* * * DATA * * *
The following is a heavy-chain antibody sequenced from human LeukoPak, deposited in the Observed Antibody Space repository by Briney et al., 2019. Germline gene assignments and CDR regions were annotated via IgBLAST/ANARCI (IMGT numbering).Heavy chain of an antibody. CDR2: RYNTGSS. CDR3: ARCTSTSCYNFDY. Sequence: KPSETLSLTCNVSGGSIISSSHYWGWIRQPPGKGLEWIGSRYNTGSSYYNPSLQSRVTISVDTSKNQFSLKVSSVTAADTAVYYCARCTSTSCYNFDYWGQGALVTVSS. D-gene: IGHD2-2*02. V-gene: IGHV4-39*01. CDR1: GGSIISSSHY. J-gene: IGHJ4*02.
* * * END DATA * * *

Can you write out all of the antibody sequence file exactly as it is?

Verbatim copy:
The following is a heavy-chain antibody sequenced from human LeukoPak, deposited in the Observed Antibody Space repository by Briney et al., 2019. Germline gene assignments and CDR regions were annotated via IgBLAST/ANARCI (IMGT numbering).Heavy chain of an antibody. CDR2: RYNTGSS. CDR3: ARCTSTSCYNFDY. Sequence: KPSETLSLTCNVSGGSIISSSHYWGWIRQPPGKGLEWIGSRYNTGSSYYNPSLQSRVTISVDTSKNQFSLKVSSVTAADTAVYYCARCTSTSCYNFDYWGQGALVTVSS. D-gene: IGHD2-2*02. V-gene: IGHV4-39*01. CDR1: GGSIISSSHY. J-gene: IGHJ4*02.